Programming Across Paradigms

1 0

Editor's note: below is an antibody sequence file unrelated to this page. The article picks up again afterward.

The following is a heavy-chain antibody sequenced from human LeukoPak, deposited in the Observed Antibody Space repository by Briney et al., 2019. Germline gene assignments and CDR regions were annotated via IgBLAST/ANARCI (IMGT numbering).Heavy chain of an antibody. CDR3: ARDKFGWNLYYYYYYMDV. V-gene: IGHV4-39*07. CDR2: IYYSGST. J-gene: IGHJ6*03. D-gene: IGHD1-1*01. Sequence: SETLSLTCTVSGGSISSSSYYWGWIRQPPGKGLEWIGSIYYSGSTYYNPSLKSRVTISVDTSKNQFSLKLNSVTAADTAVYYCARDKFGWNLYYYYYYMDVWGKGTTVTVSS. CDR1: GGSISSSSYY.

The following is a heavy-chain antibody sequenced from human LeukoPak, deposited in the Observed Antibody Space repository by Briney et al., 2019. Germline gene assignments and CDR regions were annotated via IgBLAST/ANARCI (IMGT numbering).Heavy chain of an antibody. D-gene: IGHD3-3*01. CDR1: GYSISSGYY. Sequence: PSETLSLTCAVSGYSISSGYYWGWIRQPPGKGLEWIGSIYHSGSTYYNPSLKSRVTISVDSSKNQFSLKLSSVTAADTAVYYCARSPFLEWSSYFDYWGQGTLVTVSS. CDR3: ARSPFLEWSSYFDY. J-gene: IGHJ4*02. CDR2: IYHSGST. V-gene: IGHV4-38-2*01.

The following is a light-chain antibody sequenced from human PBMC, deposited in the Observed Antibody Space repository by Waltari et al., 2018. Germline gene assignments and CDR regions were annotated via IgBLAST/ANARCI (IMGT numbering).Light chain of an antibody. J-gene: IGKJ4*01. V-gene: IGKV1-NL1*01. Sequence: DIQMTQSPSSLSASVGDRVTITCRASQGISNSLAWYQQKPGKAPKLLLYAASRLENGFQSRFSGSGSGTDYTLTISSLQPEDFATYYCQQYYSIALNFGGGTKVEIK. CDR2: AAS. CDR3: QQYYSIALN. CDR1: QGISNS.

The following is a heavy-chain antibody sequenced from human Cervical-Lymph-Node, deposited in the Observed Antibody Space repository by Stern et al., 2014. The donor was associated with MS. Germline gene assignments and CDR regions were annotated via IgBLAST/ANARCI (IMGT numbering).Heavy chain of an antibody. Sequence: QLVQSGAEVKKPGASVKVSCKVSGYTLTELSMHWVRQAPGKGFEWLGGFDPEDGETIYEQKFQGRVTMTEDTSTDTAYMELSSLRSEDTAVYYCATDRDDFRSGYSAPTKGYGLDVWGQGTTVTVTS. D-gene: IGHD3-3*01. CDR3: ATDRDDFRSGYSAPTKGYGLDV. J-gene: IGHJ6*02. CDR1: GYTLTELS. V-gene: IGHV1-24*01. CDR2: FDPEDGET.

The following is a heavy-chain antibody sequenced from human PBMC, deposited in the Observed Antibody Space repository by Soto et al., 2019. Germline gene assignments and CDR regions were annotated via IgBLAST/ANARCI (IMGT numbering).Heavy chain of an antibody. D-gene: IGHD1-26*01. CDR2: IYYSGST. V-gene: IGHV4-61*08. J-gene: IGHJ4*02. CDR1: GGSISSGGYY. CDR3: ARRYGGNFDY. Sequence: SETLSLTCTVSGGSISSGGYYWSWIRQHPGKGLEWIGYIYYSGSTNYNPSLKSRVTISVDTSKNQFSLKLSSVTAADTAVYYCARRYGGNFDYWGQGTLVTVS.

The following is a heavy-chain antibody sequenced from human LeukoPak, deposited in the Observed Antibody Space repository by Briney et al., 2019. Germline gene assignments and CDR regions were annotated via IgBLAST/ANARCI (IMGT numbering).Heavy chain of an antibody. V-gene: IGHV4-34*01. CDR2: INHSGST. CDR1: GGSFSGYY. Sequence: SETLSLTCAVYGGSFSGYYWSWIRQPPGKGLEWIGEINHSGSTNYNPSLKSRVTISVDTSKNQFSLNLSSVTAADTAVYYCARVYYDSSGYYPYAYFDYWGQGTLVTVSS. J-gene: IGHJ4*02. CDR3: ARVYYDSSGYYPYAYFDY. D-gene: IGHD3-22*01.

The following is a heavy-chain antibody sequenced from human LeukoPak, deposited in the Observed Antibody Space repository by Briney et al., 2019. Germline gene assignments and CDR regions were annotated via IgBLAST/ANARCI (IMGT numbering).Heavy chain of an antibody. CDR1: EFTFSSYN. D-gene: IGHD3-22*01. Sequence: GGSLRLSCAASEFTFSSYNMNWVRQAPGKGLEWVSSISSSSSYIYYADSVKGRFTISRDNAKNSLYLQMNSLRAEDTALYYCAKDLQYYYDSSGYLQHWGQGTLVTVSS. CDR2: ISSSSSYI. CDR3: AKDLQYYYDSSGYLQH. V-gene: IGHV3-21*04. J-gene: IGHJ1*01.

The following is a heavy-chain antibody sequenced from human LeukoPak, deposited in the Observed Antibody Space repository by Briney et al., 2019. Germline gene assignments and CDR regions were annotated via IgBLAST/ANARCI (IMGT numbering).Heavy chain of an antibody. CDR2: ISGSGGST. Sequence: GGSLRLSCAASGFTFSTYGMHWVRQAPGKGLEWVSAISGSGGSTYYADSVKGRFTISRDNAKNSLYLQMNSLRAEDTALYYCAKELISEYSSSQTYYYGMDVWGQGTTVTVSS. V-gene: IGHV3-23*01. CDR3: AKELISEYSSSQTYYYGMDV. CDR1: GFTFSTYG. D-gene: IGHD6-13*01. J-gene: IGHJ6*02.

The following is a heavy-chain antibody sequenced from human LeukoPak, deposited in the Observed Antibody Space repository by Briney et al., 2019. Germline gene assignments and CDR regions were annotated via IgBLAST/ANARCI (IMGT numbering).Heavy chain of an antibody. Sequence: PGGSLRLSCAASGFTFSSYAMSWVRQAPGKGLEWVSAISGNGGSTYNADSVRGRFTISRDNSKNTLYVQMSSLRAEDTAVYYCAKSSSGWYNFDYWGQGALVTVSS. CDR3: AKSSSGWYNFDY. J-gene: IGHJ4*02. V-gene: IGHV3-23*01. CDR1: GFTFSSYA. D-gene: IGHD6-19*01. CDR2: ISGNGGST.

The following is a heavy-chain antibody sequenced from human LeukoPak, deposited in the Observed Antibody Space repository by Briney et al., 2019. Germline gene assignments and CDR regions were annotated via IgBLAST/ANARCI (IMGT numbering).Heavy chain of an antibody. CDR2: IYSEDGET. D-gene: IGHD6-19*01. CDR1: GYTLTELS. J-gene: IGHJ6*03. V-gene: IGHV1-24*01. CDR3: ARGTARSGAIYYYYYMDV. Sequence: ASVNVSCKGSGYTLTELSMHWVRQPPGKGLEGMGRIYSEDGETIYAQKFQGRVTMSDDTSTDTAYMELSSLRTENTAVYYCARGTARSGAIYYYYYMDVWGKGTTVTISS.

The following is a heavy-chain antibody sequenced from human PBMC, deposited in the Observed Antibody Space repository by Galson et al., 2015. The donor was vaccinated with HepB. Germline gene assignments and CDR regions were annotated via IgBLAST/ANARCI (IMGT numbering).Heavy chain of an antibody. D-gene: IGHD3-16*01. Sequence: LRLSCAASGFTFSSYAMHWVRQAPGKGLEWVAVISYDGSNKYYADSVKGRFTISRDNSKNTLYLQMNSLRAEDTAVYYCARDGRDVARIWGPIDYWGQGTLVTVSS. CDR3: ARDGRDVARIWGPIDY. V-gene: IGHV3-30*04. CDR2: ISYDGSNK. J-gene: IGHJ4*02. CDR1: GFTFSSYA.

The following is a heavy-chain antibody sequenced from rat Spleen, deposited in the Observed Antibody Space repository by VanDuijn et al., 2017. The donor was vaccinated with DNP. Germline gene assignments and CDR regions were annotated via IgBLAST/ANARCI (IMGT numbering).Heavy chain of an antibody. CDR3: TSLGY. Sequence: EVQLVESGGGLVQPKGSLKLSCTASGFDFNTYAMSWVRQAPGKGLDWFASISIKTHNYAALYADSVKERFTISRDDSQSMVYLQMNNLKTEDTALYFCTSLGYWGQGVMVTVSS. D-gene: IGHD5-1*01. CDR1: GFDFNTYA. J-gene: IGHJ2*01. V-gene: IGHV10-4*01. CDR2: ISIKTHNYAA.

[Music] [Music] hi I'm an Jenna hopefully you can hear me and this is my name in really big letters you can find me on Twitter and there's links there to my various other online presences and yeah I'd like to talk to you about programming paradigms today or more specifically about programming across different paradigms and kind of I thought this was a fitting topics for for poly cons because we've been learning about all these cool different languages and different technologies different ways of looking at problems and so what I'd like to do what I'd like to do with you is kind of zoom out a little bit and get a little bit so accessable because my background is not in computer science my bachelor's actually in philosophy so I like to geek out on the philosophy stuff so buckle up that's what we're going to be doing just a little bit about me I am an engineer at a company called uber research no affiliation with uber and we do data about scientific research funding and so I work mostly in Python on building a custom query language for interacting with our data on science research funding and we're actually hiring so if anybody is into Python and pyramid and web development with that come talk to me after I am an alum of a couple really fabulous programming communities or text communities that I've been so lucky to be involved with one is called the recurse Center it's a three month self-directed programming retreat in New York City and a really warm and wonderful programming community and while I was at the recurse Center in 2015 is where I was kind of mulling over all these different programming paradigms I'm started to learn about what were new to me paradigms like functional programming and start thinking about how all these pieces interact so a lot of what were going to talk about right now I was thinking about when I was at the recurse Center and another program I was lucky to be a part of was outreach E which is an amazing initiative to get more women and underrepresented folks involved in open source by offering paid remote internships at organizations like Mozilla so outreach org is a fabulous place to go or to send people if you know of anyone looking for a way to break in to tech or to break into the open-source world send them that way outreach org and I'm still involved with Mozilla although my internship ended I'm still a volunteer with the tech speakers program so you can find me around at conferences quite frequently and I have Mozilla stickers so if you want one of those and you couldn't grab one downstairs also come grab me so yeah more than happy to chat about any of this after the talk but you're not here to talk about me we're here to talk about programming and when I was learning to program and when I first encountered the notion of a programming paradigm I started wondering you know what it really meant and where it kind of came from so I found out eventually that one of the first times that the idea of a programming paradigm kind of came to the public attention in the programming community was in 1978 when this guy whose face is really big named Robert Floyd won the Turing award low price and he decided to dedicate his tiering or lecture and the subsequent paper which you see to start up here to the paradigms of programming and I guess when you win a Turing award you're allowed to start your paper with a quote from the Oxford Dictionary because that's what he does but I always got yelled at for doing that but anyway he starts off by defining a paradigm as a pattern or an exemplar an example I think pattern is kind of the most salient of those definitions and he talks about paradigms as being these kind of what we might think of now as more patterns of doing programming things like structural structured programming or dynamic programming he talks about these different ideas different ways of approaching a problem it's a little bit different from how we're going to look at programming paradigms in the rest of the talk and I think how people generally frame the idea of a programming paradigm today but I think that this paper despite being from 1979 the year after you won the award in 78 is actually like really current and really relevant and I love this quote from it he says that I believe the best chance we have to improve the general practice of programming is to attend to our paradigms so he really frames paradigms of being central to the entire discipline of programming not the language not the algorithm but the paradigm as being something that we should really focus on and that's why we're talking about it right now so my hope in this talk is that we we just pay some attention to the paradigms that we use the paradigms that we know the paradigms that maybe we don't know so well and we're going to go through some of the ones that we're probably familiar with and take a look at how they affect the code we write in the way we think about our code and hopefully when we leave we will all have a little bit more motivation to keep attending to our paradigms so this of course brings up the question what are we talking about I've used the word paradigm like 80,000 times already and it's only a minute five of the talk what is it what is the paradigm so as I said I studied philosophy and when I first ran into the word paradigm really big word it was in a philosophy of science class where we read a book called the structure of scientific revolutions by Thomas Kuhn anybody read it couple hands a couple hands okay cool so Thomas Kuhn is basically like a historian of science and at least in this book he is kind of trying to give an account of how we make scientific progress as kind of a collective as a civilization and he centers the whole dialogue on his whole way of thinking about scientific progress around the notion of a paradigm and the way he kind of puts forward a paradigm one way of understanding it is that it's sort of like a worldview a way of looking at the universe the world around us and if we're talking about it from a scientific perspective it's a view of the world of the disciplines that were in a scientist so if you're an astrophysicist the universe is probably like the literal universe and if you're a maybe I don't know in the medical field perhaps the world that you care about is the world of the human body or perhaps populations of humans as computer scientists of course the world that we'd be interested in would be computers and the programs that we weren't on them so it's a way of understanding that whole domain and another way of thinking about it is as kind of a model of that universe a representation a kind of symbolic a shorthand for understanding how that universe ticks what makes it work and if it's a model then of course that brings up a classic quote from a statistician George box who said that all models are wrong so it's important to keep in mind that a paradigm this view of the world view of the universe is just an approximation it is not how things actually work it's just a model of how things work that helps us understand and helps us do science to better understand the world around us and so Kuhn says that this model this paradigm isn't just telling us what's in the universe it also tells us not just the theory but also the methods and standards of a science together in an inextricable mixture so these three things theory methods and standards all come out of a paradigm what do we mean by that well in theory we mean what to the universe is what entities it's made up of and how those entities behave and interact with each other so what kind of system we're dealing with and that's kind of what we would more typically think of when we look at a model we see kind of what it tells us about the entities in the domain that it's trying to describe but the other important thing that who noted that kind of follows along or sort of falls out from that model is what it means to make scientific progress what methods we should use to try and understand things better another way to understand that is like which questions we should ask which questions that even make sense to ask which questions are important to ask which again we could understand is asking which problems are worth solving which problems we should be focusing our attention on and the standards by which we judge the quality of our work are also wrapped up in that so this is kind of saying okay if we're figuring out in the method what questions we should ask in the standards we have an idea of what answers are good answers and in this case what solutions to the problems that we framed would qualify as good solutions so all of this the entire like act of doing science he says is wrapped up in a paradigm and in that sense a paradigm according to Kuhn is necessary for scientific progress it basically enables us to make progress so the way he describes it is he talks about kind of a pre paradigm Dark Age like nothing is getting done there's maybe someone over here who's got their own little mental model of the universe and is doing their own experiments but they have completely no interaction with this other person over here who's got a different model is asking different questions getting different answers we're all just kind of fumbling around in the dark and as a collective at the community we're not really getting anywhere until a paradigm comes along that everyone in the community tends for whatever reason or decides to rally behind and get on board with and that theory those methods those standards allow us as a whole to collectively make work and advance our understanding of the universe in this model in this paradigm so for example the paradigm of the Ptolemaic geocentric view of the cosmos where the earth is like this warm bright shining center of the entire universe and all of the celestial bodies that we can see in the sky revolve around us quite literally in these celestial spheres this is an example of a paradigm where it's a model we know now that the model is wrong but having this model enabled astronomers to reach some kind of consensus and collaborate together to make advances in their observations and give a structure to their work that allowed us to make some kind of progress on understanding the universe around us but of course as we just mentioned this model is wrong so they're going to be anomalies they're going to be observing that scientists make while carrying out that progress that don't fit in the model and what ends up happening is that first we try to shoehorn them in you say like okay yeah I noticed that Mars is going backwards but uh that totally makes sense if we have like crazy epicycles like orbits around orbits and yeah we can just keep adding circles until everything works out and so this is what ends up happening these anomalies at first day they kind of get crammed into the model that they don't quite fit well in but as enough of them accumulate eventually they can no longer be ignored and the community is sort of thrown into a state of crisis where maybe you know the the old guard is like no this paradigm is corrected is the final answer to everything that we know about the universe and we will keep adding at the cycles we will keep adding complicated mechanisms to explain the anomalies as long as we need to until everything is solved and other people are saying no we can't keep holding to our old ideas we need this new paradigm and somebody else says no not that new paradigm this other new paradigm and blah blah blah and it's just argument and chaos and progress has kind of stopped at this point we've all just arguing with each other and this kind of continues until the notion that the kun is most famous for paradigm shift happened so a new paradigm comes along that everybody can again more or less agree upon so for example the the Copernican heliocentric model where the idea is okay well if we want to explain things like retrograde motion wouldn't that be a lot easier if we just stopped clinging to our idea that the earth is at the center of the universe and instead imagine that the Sun is at the center and we are just on one of the spheres orbiting it then everything kind of falls into place and the things that were anomalies in the old paradigm are no longer anomalous they make sense they fit nicely in our new model and so this is the new paradigm a new model that allows progress to continue but of course it's still a model it's not perfect it becomes a new paradigm it has new anomalies a new period of crisis comes about another shift happens and so on and so forth forever basically it just continues in this cycle he says and so this is yeah this is the idea of paradigms and how they enable progress and what they what they do for science according to the kuhnian view of things but okay this has been a lot of me like yapping about science and outdated astronomical models that we know don't work so we're not here to talk about that we're here to talk about programming so let's get deep what is it what is programming what are we doing what our programs what are computers why are we even here what are we talking about and this is kind of the answer that different programming paradigms sorry the question that different programming paradigms give us sort of different answers to they give us different models of the world of programming so if we think about the dark ages before computers before when when like computers were like humans like actual humans sitting down and doing computations and like looking up logarithms and like books and stuff like this is a really dark age right none of us want to think about it it was terrible and then the miracle happened and humans collectively as a civilization somehow figured out how to like electrocute a pile of rocks and make it do whatever we say which is pretty awesome and gave us all jobs ultimately and this led to kind of this new paradigm imperative programming where we give the computer commands so the idea here is that programming is like telling the computer to do stuff imperatives do this do that follow my commands and follow them in the order I give them do this and then do that and then do the other thing so in the imperative programming we have this notion of like time being important state values changing and we tell the computer okay like remember these values like put these values in your little boxes in your brain and remember them and change them in ways that I asked you to and then tell me what they are later and so these this command giving is kind of what the active programming becomes in this paradigm and I think it's helpful to have like visual mental models of things I'm a very visual learner and as I said also X philosophy student so I like to have like meta like models of models of models and I think a useful metaphor or kind of visual metaphor for imperative programming is a complex machine like a like a clock or a watch because imperative programming sort of Phocis forces us to focus on the nitty gritty unlike the intricate details of putting together a complex system a complex machine that that gives us the intended action whether that's like turning hands on a clock I think clocks are good metaphor also because of the time notion and imperative programming state but of course like a clock these intricate machines that means we have to pay very very close attention and we have to be very precise about each individual component each little tooth on each little cog in the machine and if we mess up somewhere or if we don't maintain this machine very well and it starts to corrode it freezes up it stops doing what we want things stopped working we don't get we don't get the computer to do what we say so this could be considered a type of anomaly or situation that this paradigm doesn't handle very well and so other paradigms came along that aimed to fix that or or or give a better solution to that type of problem which is hard under a part of programming so for example object-oriented programming says ok this is too complicated once we try to create a really big machine like for little watches it works ok but if we're trying to make something really complex there's too much going on there's too many moving paces keeping all of that state all of those changing values all the time in in our heads and in our programs keeping all that straight is too hard so let's divide it up into little chunks which we'll call objects and each little chunk will say ok you object you keep a little part of the state of the program to yourself that'll just be your responsibility to hide it from the rest of us hide it from the rest of the object keep it to yourself and then what we'll do is the rest of the program will send messages to you so receive those messages listen for them watch keep your eyes out for them and when you get those messages like depending on what state you have and what you know how to do respond to them as you will now I don't know about you but this was a little bit different of an idea of a way of thinking about object-oriented programming than what I was taught when I first learned object-oriented programming I was taught it was all about and inheriting and like different types of mammals and these complicated taxonomy xand UML diagrams and like Wow but we're going to come back to this a little bit later but I think that the actually the a better way of conceiving of this is as the way that people like Alan Kay one of the founding fathers of the program paradigm talked about it when he talks about the early days of small talk and things like that and this is this is based on this idea of hiding stayed in little chunks and sending messages back and forth and so the visual metaphor or the model of a model that I think works for this paradigm comes from alan kay who was a biology major and he gives us a really nice a biological metaphor of cells in a body as being kind of like an object-oriented program the idea being that each object is kind of like a little cell which has its own little state like its little organelles and it's a little mitochondria and like whatever else is in a cell and our member biology but and they send messages back and forth chemical messages bypassing molecules across their membranes so so will receive a molecule at a particular receptor it will ignore other molecules that doesn't have receptors and it will send out other molecules and from that these concepts of like little cells having their own responsibilities and sending messages we get a nice complex system that's no longer as rigid as our mechanical imperative watch it's flexible it's more more resilient we don't have to worry about losing an individual cell things like that so this is on one hand a way we could consider abject Oriya programming as a new model that solves some of the anomalies of imperative programming but of course it's not the only way of explaining some of those anomalies or getting rid of them another program like another paradigm like functional programming might also have a good solution to some of those problems so functional programming then takes the view right that like okay this complex watch with all of these moving pieces that's like a lot of mutable state that's super dangerous because if we do one little thing wrong and one cog moves a little lever in a way that another cog wasn't expecting then like everything goes kaput so mutable states that idea but pure functions functions that just take inputs in and just return outputs out and do nothing else those are faced because they don't mess with any other parts of the program so if we just looked at our programs as being pure function that just take data in and return data out and we look at those functions as being made up of other functions that just take data in and put data out and those are made up of other functions editing idiot and data then we have a much safer program that is sort of composed of smaller parts and is much easier to manage when we get to large levels of complexity and so since this then has this very strong focus on data coming in and data going out you started in functional programming you start thinking of your program as being kind of like a pipeline of like transforming data from inputs to outputs and I think a good visual metaphor for that is an assembly line where you have kind of individual functions are sort of like individual stations on your assembly line they take in you know the first one takes in some raw material some sheet metal and assembles it into pieces of cars and then the next one takes pieces of cars and assembles them into like the body of a car and the next one takes some wheels and adds them on so on and so forth until you get the desired output and this is a very different way of thinking about a program then as a complex machine where you have to engineer every single little piece all to be working exactly at the same time together or as a biological entity where cells are cooperating by sending messages back and forth very different model but explains or solve some of the anomalies of imperative programming in another way it's own way which we'll return to in a moment there's another programming paradigm that want to talk about real quick and that's the broader or paradigm of declarative programming so if imperative programming is like giving commands right like telling the computer do this and then do that telling the computer exactly how to do declarative programming takes the view that maybe for some situations for some problems that's a bit of an anomaly like the fact that we have to be so focused on how we do everything so declarative programming we could think of as saying like maybe that's not the best way of modeling the universe in some cases maybe it's better to just model the universe in terms of what I want and not how you go about getting it for me so in that case programming becomes less about issuing commands in a certain order and more about stating making declarative statements about the world so saying like these are the facts that I know these are things that are true this is what I want from you computer lovely computer who does what I want but I don't care how you do it I just care that you give it to me and I think especially because one of the sub paradigms of declarative programming is logic programming I think a good visual metaphor for declarative programming is like a Sudoku puzzle any Sudoku pants Wow not a single pseudo ku fan and okay - great so for those of you who don't play or don't know pseudo ku it's like you have this nine by nine grid made up of three by three squares and you have to have all of the digits one through nine and each row in each column in each Square and in this metaphor you are the computer right and the the newspaper or whatever the puzzle book of the Sudoku puzzle says okay here the here the fact your the constraints of the world you got to put all the digits in all the rows there's like a 1 in the top right top left corner etc go and you just have to fill out the puzzle it doesn't care how you do it it doesn't matter if you use pen or use pencil it doesn't matter how you make guesses or what order you enter the numbers and it just matters that you do it and that at the end of the day you've got a filled out grid that meets all of the criteria so anyway this has not been meant to be like a next you know exhaustive tour of all of the paradigms obviously just trying to think a little bit about how we can understand how we can how we can kind of crystallize these models for ourselves but these are just some examples they're by no means all of the paradigms out there and they're not even the principle paradigms so this guy named peter van roy made a chart that I think was intended for this screen and it goes through and tatical categorizes all of the various principle programming paradigms as made up of different concepts and shows how the paradigm relate in terms of adding or subtracting a concept here and there and give some examples of languages that support those paradigms and he writes he's got a lot of writings about about these things but this is a this is just to give you a sense of like how much we could spend time thinking and talking about programming paradigms it's almost limitless and one thing that I think that's interesting that that you can see in this chart is that sometimes paradigms that we generally think of as being really diametrically opposed might actually not be that far apart they might differ just by one or two concepts and this brings me to another question like when we're looking at any given paradigms how different are they really I when I started as I said I wasn't always in tech and when I started getting into the programming community and I was exposed for the first time to these like epic battles between you know like different language proponents and different paradigm users and you know you got like the functional programming people being like ah Oh P is so gross like Java is for losers and you've got the the Oh P people being like whatever Haskell's gross like you who wants all those weird symbols like and then just have a year worse no you're the worst laughs like is this really necessary what are we talking about here what is the argument so it's in particular with the paradigms of object-oriented programming and functional programming I started wondering like how different are they and I think in a certain light we can actually see them as being really really close so if imperative programming if one of the potential anomalies of imperative programming is this idea of shared mutable state which we could represent as like having to manage all the complexity of this intricate machine all at once and know exactly where every wheel has to be at every moment if that's an anomaly then it's recognized by both the object-oriented and the functional paradigms they both say this is a problem we need solve it's just that they do it in different ways so functional programming is like well if we just make everything immutable and you can't change state anymore as there just isn't states like values don't change over time then you can share whatever you want it doesn't matter because you won't be able to mess up like somebody else as part of the code over there and object argued programming just takes the other approach it says well you know there's nothing inherently wrong with mutation as long as we protect it by keeping it safe in little units called objects and we don't share it between them and so I think this is kind of interesting because again the the there's two different ways of looking at it but the basic thing they're trying to do is the same and I mentioned earlier that this is kind of different than what I had learned about object-oriented programming so this is a quote from alan kay on a guest now famous mailing list message where he says he's sorry that he coined the term object for what became to be known as as object-oriented programming because it gets many people to focus on the lesser idea the big idea he says as we talked about earlier is messaging and so in this view of object-oriented programming or this view of objects an object is just something that's kind of defined by how it responds to messages it takes messages in and it gives responses whether that be changing something in its internal state or returning something or who knows messages go in and responses come out but functions in a way are similar because they're just things that take in inputs and give outputs and one way of understanding a function like a mathematical function is just in terms of what output it gives for a given input so there seems to be a similarity here in that they both seem to focus on the way things behave at least if we zoom out and take a really big picture broad view and so one thing that like really kind of blew my mind with when one of my batch mates at the Ricker Center Darius bacon pointed out a similarity between the lambda calculus which you know it's got a lambda lambda the logo of like every functional language out there like super functional right everything is a pure function untyped now we're talking about untyped lambda calculus and in the lambda calculus since you only have pure functions Lambos you have to represent data as functions as the way they behave so a true is just something that a boolean value like true is just something that takes in an X thing a first thing and takes in a Weifang a second thing and returns the first thing sex and false it just takes the first thing it takes a second thing and returns a second thing but this is actually almost exactly what boolean look like in small talk which is like the canonical like Alan pays like object oriented language like very closely associated with the paradigm in small talk a boolean is also a thing that just takes two values a and B and the true to do the first one and false gives you the second one so like there's clearly a similarity here when we think about the the big picture of what how these two paradigms conceive of or model a program and its components so can't we all just chill out on the like right geez anyway this question which paradigm is the best which people love arguing about yeah I think you can see where I'm going with this George box because all models are wrong no paradigm is the best they are all terrible they're all wonderful depending on your glass half-full glass half-empty outlook on things but this isn't the end of his quote here he doesn't just say all models are wrong he says all models are wrong but some are useful and I would say that all programming paradigms are useful for certain things so just like in in physics you know Einstein came along and with relativity relativity provided an alternative paradigm to Newtonian classical mechanics that solves some of its anomalies I didn't mean that we just threw out classical mechanics it's still really useful for doing things like building bridges or like figuring out what happens when cars crash into each other whatever it's perhaps even more useful than like trying to use Einstein theories to understand like very slow moving small objects so when we think about models or when we think about paradigms going back to George box he says the question to ask isn't is the model true or like is the paradigm good it is the model illuminating and is it useful what can it illuminate for us what can it teach us what can we learn from it and so then this is the question right what can we learn from each paradigm what can a given paradigm highlight for us that could be useful so I think that what imperative programming when you when you learn to code in it it is really good at illuminating and kind of focusing on being explicit saying exactly what you want to happen and that focus on the implementation is something that's very useful when you're trying to think like a computer because our poor little computers they're sort of stuck in this paradigm a little bit at least for now until the next giant revolution so if we want to be machine efficient this is a really useful paradigm and just this morning we had a great talk about if you're working in a lick sir like a functional language you might want to drop down to an imperative language like rust to implement certain algorithms so we saw this talk from from Hans and it's about how we can use these nifty ah native native implemented functions I just really can't resist that joke today anyway how we can use the the nips that the Erlang VM allows us to to deal with to bring imperative code into our functional it looks for code because sometimes you just need to implement an algorithm imperative ly especially if you're doing things like complicated math and you want so performance well anyway if that's what imperative programming illuminates then declarative programming kind of is the complement to that it sort of helps us understand how to be abstract and how to focus on the higher level domain and how to think about efficiency not in terms of how the machine would like to be efficient but in terms of how humans are efficient and what is the clearest way for a human to express or to understand a problem at hand so this is an example kind of taken from a book called domain-specific languages by Martin Fowler and Rebecca Parsons and this is one example of how when you're working in an object oriented language like Java for example it doesn't mean that you have to write object-oriented code this is code that looks a lot more declarative because it's in what what Tyler and Parsons call an embedded DSL like a DSL that uses a subset of the of the host languages syntax and so although this is this is Java it's technically object-oriented it really sort of seems more declarative so what we're doing we're making a calendar and we're saying like we're declaring certain facts about an event that we want to put on that calendar we're not instructing the computer like how to remember the date and like how to store everything and what order to do things and we don't care for our human use of this calendar it doesn't matter we just want to declare information about it so bringing some of these declarative principles into the code that you write in a different paradigm like object-oriented Java here can be useful if you're trying to focus on that big-picture domain so then returning to our friend object-oriented programming I think this is great at illuminating and teaching us the principles of you know encapsulation classic - the paradigm and and remembering things about the world so state that we need to for a given purpose this is an example of bringing some object-oriented code into functional code so it's from a blog post by Eric palace called Yop matters in F sharp so he's an F sharp programmer F sharp being a language that's sort of multi-paradigm but functional first allows you to do oo P but in general you tend to do functional programming in it and but he points out in this article some great moments where it's a good idea to switch to object-oriented thinking for example if you're building an API that has to be aware of various dependencies if you're doing this all as pure functions you're gonna have to pass around those dependencies all the time and that can get cumbersome if you start to get into a large number of dependencies or a large number of functions so sometimes it would just be easier and just easier to think of that easier to write shorter cleaner to just wrap that all up in an object-oriented style into something that you can instantiate once with all of its dependencies and then you can call the functions are the methods on it that just they remember those dependencies for themselves you as the programmer don't have to remember them all the time now of course as we said before there's similarities between functional programming and object-oriented we could do this kind of thing with like closures and stuff but that's in a sense even though that's a functional technique it's sort of taking an object-oriented a mentality of how we would go about constructing our code here now of course functional programming can also be really useful to bring into code your writing and other paradigms because it really puts the focus or illuminates these principles of isolation and of transforming data from inputs to outputs I think a really good example of this is from a blog post and there's kind of a related conference talk by Jessica care where she's talking about trying to diagram a new program on the whiteboard I think she was writing it in Java or an object-oriented language like that and she says that so this this diagram she starts writing on the on your left here which is her thinking in an object-oriented style she starts trying to plan out how the program is going to flow and she goes okay you have to make certain checks and then you have to loop back over here if something is the case then you have to come back down over here she gets this really convoluted ugly kind of diagram that she also isn't sure okay if this is how the program works how am I going to divvy that work up to the rest of my team because all of these components are kind of interconnected like what am I supposed to do with that and she says that when she switched to a functional way of thinking about things as transforming data is flowing data through kind of pipelines or functions that just make small modifications to to it in isolated ways a much cleaner structure of the program just sort of fell into place where she started thinking about the program is just having sources of inputs that gets the data gets filtered and combined together in some way and then comes out into whatever the output is that you want and so this comes up with a much cleaner diagram as you see on the right-hand side here and that that nature of functional programming that sort of focuses on isolating transformations to one small chunk of work at a time that also means that it's easy to this up as you can see in the yellow boxes on the right hand side diagram to break this up into kind of isolated chunks which you can just hand out to different people on the team and then put their work together all the end and you have a nice clean structure that was easy to implement for your team so the point here is that no matter what paradigm you're working in there is probably something that you could learn or something that could be helpful from some other paradigm and I think peter van roy kind of sums things up nicely in an article so graciously titled programming paradigms for dummies he says that each paradigm supports a set of concepts that makes it the best for a certain kind of problem and this is really the whole idea all models are wrong but some are useful and each paradigm is useful for a certain kind of problem none of them are best absolutely they're all just best in their own particular the problems that they shine in so one thing that Peter Van Roy stresses and I think that we all at this conference can probably get on board with is that learning lots of different languages and especially working in multi-paradigm languages gives you a wider range of options because then if you want to bring in something useful from a different paradigm that would be a better fit for your problem you don't necessarily have to switch the language you're working in or switch all the tooling and cetera etc so he says that it can be a good idea to work in a language but gives you support for all these different tools so that you can then decide which one to use at any given moment ok so I'm almost out of time here and you're probably wondering like what is my point well it's pretty simple really as we saw with Kunz we're gone on understanding how science works paradigms enable programming we can't really do programming unless we have a model in our heads of what a program is and what it means to do the act of programming the computer writing the code that the computer will run once we decided on one of those models we can go forward but we have to we have to have some kind of model and what that model is defines what programming means what our lives as programmers look like what we have to do so when we're working in a given paradigm I think it would be great if we could just embrace that paradigm for what it's good at for what it does well and not fight it and try to like shoehorn anomalies or things that it does badly into it and instead be open to shift our paradigm try a new language or use a different feature of our language when it would be a better solution so just to close out with a little more floyd he said in that same a turing award lecture that the advancement of the general art of programming requires the continuing invention and elaboration of paradigm so as a community as a as a field as a club of like Superfund program friends we need to come up with more paradigms we need to keep inventing new ones we keep tree to keep trying things out so like playing with things like the like the zeta vm project where you can create new languages and maybe do things differently that's what we need to be working on and at the same time he says that advancement of the art of the individual programmer requires that they expand their repertory of paradigms but you didn't exactly say that because he was a little confused about how pronouns and gender work in english but i fixed it for him he's just a Turing Award winner he's not that smart so the idea here is that as an individual programmer we need to also expand our toolboxes learn new paradigms learn new ways of thinking not just let's say new languages that use the same paradigm and this is obviously a great place to do that kind of thing so yay congratulations this is this is the whole point we should just keep trying to learn new paradigms keep trying to invent new paradigms combine old ideas in different ways and come up with new ideas and basically just attend to our paradigms so thanks a lot I just want to give a big shout out to some of the folks with a recurse Center who helped me put this talk together and think about paradigms this way and thanks to Polycom for having me i'm antonovic ela on twitter and here's a bunch of references thank you [Music] [Music] you